The pros and cons of drinking coffee have been wildly debated for years. However, for those with Hepatitis B and other liver diseases, the addition of a couple of cups of coffee per day to slow down the progression of liver disease, along with decreasing the risk of diabetes and heart disease just makes sense.
Dr. Melissa Palmer was a guest speaker at a previous Hepatitis B Foundation patient conference. The information from her presentation had all sorts of nutritional nuggets for those with HBV (Check out Dr. Palmer on podcast if you would like to have a listen!) She stated, based on studies, that coffee and caffeine intake has been associated with improvements in liver ALT and AST levels. There also seems to be a correlation between increased coffee consumption and warding off cirrhosis and HCC.
Just recently there are was an article that discussed the benefits of coffee for those patients with HCV, undergoing treatment with pegylated interferon (PEG) and ribavirin therapy. It claimed that drinking three or more cups of coffee a day not only reduced some of the difficult side-effects associated with treatment of PEG, but it also increased the treatment success. However, like so many of these coffee studies, it was a small study and had to be adjusted for other factors.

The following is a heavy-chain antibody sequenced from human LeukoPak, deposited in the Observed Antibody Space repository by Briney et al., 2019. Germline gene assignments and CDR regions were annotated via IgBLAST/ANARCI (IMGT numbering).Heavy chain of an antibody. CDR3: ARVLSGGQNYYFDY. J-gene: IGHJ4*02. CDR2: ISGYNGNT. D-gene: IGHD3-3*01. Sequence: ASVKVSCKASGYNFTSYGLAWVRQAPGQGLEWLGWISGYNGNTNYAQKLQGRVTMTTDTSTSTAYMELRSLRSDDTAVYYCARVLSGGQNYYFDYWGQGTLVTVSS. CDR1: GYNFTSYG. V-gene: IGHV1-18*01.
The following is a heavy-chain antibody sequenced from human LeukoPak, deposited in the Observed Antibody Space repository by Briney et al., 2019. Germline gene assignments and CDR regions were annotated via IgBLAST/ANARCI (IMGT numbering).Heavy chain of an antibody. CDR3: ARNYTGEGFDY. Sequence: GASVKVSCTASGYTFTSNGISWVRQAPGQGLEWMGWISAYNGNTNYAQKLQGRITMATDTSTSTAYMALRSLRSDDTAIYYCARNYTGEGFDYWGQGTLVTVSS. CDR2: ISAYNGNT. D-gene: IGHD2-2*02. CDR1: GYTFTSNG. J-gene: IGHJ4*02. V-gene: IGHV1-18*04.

We all know that HBV and HCV are very different viral infections, but you have to wonder if any of the benefits of coffee that is seen in those being treated for HCV can be extrapolated to include those with HBV being treated with Pegylated interferon or antivirals. Dr. Palmer did mention that coffee did seem to have a greater impact on those with hepatitis C, although I have no idea why.
Regardless, if you’re living with HBV, you have to think about the pros and cons of adding coffee to your daily list. Since all studies seem to show an increased number of cups of coffee having a more positive impact on preventing liver disease progression, or warding off cirrhosis or potentially reducing PEG side effects or benefiting treatment, you have to consider just how much caffeine you can take. It does not appear that caffeine is the only factor involved, but rather the coffee bean itself and associated antioxidant features. This seems to be the case because tea, despite all of its benefits, does not appear to have the same protective effect on the liver.
What about decaffeinated coffee? I kept looking to see if it was specifically referenced, but I haven’t seen it. However, during the decaffeinating process, much of the bean is lost, and it may be treated with a chemical solvent, both which might nix the positive benefits. If you’re going to give decaffeinated coffee a try, consider a coffee with a more natural decaffeinating process. Personally, I’d have a tough time balancing the jitters and racing heart rate associated with drinking more than a cup or two of high-test coffee a day, but we’re all individuals. If you can drink coffee and sleep well at night, it seems like it can’t hurt your liver health to add a few cups to your daily regimen.